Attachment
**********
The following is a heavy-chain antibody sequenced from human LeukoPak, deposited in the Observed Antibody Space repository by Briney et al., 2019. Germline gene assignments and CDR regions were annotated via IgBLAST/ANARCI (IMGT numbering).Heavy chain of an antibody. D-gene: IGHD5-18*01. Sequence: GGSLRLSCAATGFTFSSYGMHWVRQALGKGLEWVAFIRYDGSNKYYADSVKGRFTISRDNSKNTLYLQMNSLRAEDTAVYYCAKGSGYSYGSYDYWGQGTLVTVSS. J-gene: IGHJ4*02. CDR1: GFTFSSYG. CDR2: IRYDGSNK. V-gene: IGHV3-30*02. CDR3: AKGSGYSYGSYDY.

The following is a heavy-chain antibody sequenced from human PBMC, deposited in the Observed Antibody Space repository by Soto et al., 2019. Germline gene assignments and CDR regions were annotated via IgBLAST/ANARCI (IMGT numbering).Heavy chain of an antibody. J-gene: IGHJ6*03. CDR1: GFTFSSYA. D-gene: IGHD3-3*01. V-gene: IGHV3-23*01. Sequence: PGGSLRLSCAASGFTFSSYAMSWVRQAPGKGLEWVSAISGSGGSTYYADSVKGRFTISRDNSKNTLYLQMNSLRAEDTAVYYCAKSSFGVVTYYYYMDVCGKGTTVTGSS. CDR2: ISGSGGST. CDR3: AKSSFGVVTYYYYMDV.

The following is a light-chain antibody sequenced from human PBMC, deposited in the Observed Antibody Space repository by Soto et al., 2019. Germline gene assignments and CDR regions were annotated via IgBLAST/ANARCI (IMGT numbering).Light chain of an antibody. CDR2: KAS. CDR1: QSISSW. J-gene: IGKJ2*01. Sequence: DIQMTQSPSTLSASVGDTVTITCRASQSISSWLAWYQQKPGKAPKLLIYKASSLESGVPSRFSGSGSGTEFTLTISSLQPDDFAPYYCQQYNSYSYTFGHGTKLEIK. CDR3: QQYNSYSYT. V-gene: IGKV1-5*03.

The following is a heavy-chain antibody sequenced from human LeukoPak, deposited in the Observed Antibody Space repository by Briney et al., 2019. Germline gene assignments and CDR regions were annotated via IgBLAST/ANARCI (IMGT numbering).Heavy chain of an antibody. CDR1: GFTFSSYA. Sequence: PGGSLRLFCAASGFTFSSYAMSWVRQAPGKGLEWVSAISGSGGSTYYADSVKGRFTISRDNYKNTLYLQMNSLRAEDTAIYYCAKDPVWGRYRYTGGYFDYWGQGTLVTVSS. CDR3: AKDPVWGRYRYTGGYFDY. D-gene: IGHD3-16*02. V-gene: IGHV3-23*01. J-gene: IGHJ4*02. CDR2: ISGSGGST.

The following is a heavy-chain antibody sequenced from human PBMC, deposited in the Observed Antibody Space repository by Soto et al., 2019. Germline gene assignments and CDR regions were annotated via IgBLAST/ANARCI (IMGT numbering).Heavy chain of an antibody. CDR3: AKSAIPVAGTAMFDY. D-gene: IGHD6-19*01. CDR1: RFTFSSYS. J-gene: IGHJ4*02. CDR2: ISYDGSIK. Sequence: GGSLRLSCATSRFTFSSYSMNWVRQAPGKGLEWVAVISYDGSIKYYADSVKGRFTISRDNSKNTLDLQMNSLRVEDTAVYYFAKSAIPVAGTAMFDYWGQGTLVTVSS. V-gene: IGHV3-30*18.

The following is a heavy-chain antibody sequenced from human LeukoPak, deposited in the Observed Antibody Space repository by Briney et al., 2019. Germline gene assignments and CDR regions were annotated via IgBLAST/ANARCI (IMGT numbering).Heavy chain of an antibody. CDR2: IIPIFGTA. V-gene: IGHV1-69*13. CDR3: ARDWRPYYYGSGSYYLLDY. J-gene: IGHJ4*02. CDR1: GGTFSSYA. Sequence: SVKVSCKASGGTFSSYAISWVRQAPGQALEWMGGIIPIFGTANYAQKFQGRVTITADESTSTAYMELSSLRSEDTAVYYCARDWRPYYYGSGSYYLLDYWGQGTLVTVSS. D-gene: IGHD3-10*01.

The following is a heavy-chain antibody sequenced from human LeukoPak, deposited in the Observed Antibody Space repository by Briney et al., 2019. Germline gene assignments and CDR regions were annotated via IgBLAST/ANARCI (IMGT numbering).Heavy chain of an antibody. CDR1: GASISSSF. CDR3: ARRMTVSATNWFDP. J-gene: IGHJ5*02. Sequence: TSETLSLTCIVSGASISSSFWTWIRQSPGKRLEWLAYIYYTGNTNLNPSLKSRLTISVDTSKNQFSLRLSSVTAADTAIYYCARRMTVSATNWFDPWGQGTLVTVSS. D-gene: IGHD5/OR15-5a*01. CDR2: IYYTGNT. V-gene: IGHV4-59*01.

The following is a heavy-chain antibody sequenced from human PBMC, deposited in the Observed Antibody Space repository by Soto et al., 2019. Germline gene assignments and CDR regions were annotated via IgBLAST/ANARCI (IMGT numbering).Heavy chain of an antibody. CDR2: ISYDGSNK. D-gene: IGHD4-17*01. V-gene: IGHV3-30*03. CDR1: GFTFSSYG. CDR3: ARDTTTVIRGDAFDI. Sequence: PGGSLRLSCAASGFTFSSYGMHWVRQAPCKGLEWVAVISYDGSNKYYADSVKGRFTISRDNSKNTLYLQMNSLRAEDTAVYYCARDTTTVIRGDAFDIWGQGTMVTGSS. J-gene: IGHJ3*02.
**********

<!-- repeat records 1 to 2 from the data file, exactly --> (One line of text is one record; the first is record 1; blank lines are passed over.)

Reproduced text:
The following is a heavy-chain antibody sequenced from human LeukoPak, deposited in the Observed Antibody Space repository by Briney et al., 2019. Germline gene assignments and CDR regions were annotated via IgBLAST/ANARCI (IMGT numbering).Heavy chain of an antibody. D-gene: IGHD5-18*01. Sequence: GGSLRLSCAATGFTFSSYGMHWVRQALGKGLEWVAFIRYDGSNKYYADSVKGRFTISRDNSKNTLYLQMNSLRAEDTAVYYCAKGSGYSYGSYDYWGQGTLVTVSS. J-gene: IGHJ4*02. CDR1: GFTFSSYG. CDR2: IRYDGSNK. V-gene: IGHV3-30*02. CDR3: AKGSGYSYGSYDY.

The following is a heavy-chain antibody sequenced from human PBMC, deposited in the Observed Antibody Space repository by Soto et al., 2019. Germline gene assignments and CDR regions were annotated via IgBLAST/ANARCI (IMGT numbering).Heavy chain of an antibody. J-gene: IGHJ6*03. CDR1: GFTFSSYA. D-gene: IGHD3-3*01. V-gene: IGHV3-23*01. Sequence: PGGSLRLSCAASGFTFSSYAMSWVRQAPGKGLEWVSAISGSGGSTYYADSVKGRFTISRDNSKNTLYLQMNSLRAEDTAVYYCAKSSFGVVTYYYYMDVCGKGTTVTGSS. CDR2: ISGSGGST. CDR3: AKSSFGVVTYYYYMDV.